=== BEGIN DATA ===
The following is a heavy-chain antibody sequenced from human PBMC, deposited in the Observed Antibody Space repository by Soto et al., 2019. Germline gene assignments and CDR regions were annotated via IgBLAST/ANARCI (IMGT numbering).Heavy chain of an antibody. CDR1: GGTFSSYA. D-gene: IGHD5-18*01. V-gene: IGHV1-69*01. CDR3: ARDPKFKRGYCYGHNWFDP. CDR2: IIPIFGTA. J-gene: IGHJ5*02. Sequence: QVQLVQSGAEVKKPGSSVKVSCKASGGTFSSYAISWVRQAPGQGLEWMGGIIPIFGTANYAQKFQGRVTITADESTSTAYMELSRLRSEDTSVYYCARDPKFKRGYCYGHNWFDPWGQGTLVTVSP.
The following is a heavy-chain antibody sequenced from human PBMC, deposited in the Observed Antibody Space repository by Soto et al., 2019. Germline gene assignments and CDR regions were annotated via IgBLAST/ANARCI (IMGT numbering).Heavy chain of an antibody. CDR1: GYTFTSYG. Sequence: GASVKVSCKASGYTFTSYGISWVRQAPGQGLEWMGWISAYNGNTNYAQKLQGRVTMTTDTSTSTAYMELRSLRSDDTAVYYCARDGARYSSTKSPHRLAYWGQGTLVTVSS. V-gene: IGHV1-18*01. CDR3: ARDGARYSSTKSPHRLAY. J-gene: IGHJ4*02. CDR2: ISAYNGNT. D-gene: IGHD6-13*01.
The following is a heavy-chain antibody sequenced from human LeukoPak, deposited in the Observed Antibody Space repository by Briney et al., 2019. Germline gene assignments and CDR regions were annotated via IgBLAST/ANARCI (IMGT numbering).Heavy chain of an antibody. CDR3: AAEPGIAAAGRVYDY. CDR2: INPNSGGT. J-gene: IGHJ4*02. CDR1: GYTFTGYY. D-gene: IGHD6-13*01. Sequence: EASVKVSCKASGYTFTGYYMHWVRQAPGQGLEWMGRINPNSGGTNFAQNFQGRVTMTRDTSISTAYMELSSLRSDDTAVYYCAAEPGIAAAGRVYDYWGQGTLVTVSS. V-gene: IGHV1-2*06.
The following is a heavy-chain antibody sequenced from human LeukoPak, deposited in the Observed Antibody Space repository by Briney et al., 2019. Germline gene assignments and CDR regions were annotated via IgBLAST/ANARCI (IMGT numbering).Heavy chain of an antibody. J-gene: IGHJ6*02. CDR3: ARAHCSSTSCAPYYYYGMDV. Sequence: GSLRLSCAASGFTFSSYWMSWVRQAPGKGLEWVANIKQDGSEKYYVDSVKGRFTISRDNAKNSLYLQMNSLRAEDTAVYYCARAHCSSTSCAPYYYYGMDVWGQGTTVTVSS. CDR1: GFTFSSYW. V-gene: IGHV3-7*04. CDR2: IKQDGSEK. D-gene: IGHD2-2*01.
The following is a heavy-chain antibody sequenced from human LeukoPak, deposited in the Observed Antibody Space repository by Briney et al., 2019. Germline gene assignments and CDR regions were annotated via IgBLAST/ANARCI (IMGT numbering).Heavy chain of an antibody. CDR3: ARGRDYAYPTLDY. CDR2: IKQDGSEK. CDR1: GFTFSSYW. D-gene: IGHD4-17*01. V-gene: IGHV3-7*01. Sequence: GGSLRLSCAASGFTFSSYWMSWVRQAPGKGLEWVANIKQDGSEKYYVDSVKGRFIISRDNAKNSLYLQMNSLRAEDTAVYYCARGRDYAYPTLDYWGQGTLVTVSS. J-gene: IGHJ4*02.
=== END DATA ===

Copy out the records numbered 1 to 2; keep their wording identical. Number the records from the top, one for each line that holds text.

The following is a heavy-chain antibody sequenced from human PBMC, deposited in the Observed Antibody Space repository by Soto et al., 2019. Germline gene assignments and CDR regions were annotated via IgBLAST/ANARCI (IMGT numbering).Heavy chain of an antibody. CDR1: GGTFSSYA. D-gene: IGHD5-18*01. V-gene: IGHV1-69*01. CDR3: ARDPKFKRGYCYGHNWFDP. CDR2: IIPIFGTA. J-gene: IGHJ5*02. Sequence: QVQLVQSGAEVKKPGSSVKVSCKASGGTFSSYAISWVRQAPGQGLEWMGGIIPIFGTANYAQKFQGRVTITADESTSTAYMELSRLRSEDTSVYYCARDPKFKRGYCYGHNWFDPWGQGTLVTVSP.
The following is a heavy-chain antibody sequenced from human PBMC, deposited in the Observed Antibody Space repository by Soto et al., 2019. Germline gene assignments and CDR regions were annotated via IgBLAST/ANARCI (IMGT numbering).Heavy chain of an antibody. CDR1: GYTFTSYG. Sequence: GASVKVSCKASGYTFTSYGISWVRQAPGQGLEWMGWISAYNGNTNYAQKLQGRVTMTTDTSTSTAYMELRSLRSDDTAVYYCARDGARYSSTKSPHRLAYWGQGTLVTVSS. V-gene: IGHV1-18*01. CDR3: ARDGARYSSTKSPHRLAY. J-gene: IGHJ4*02. CDR2: ISAYNGNT. D-gene: IGHD6-13*01.